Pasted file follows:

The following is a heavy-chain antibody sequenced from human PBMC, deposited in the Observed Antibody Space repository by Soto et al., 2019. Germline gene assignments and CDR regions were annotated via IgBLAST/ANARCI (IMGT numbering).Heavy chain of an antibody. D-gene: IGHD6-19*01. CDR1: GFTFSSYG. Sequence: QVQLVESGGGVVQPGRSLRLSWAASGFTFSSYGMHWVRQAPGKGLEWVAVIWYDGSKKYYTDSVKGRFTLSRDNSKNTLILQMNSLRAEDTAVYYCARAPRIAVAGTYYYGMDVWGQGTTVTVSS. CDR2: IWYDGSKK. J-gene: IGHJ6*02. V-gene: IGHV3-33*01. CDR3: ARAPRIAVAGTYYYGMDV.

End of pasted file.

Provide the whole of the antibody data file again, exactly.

The following is a heavy-chain antibody sequenced from human PBMC, deposited in the Observed Antibody Space repository by Soto et al., 2019. Germline gene assignments and CDR regions were annotated via IgBLAST/ANARCI (IMGT numbering).Heavy chain of an antibody. D-gene: IGHD6-19*01. CDR1: GFTFSSYG. Sequence: QVQLVESGGGVVQPGRSLRLSWAASGFTFSSYGMHWVRQAPGKGLEWVAVIWYDGSKKYYTDSVKGRFTLSRDNSKNTLILQMNSLRAEDTAVYYCARAPRIAVAGTYYYGMDVWGQGTTVTVSS. CDR2: IWYDGSKK. J-gene: IGHJ6*02. V-gene: IGHV3-33*01. CDR3: ARAPRIAVAGTYYYGMDV.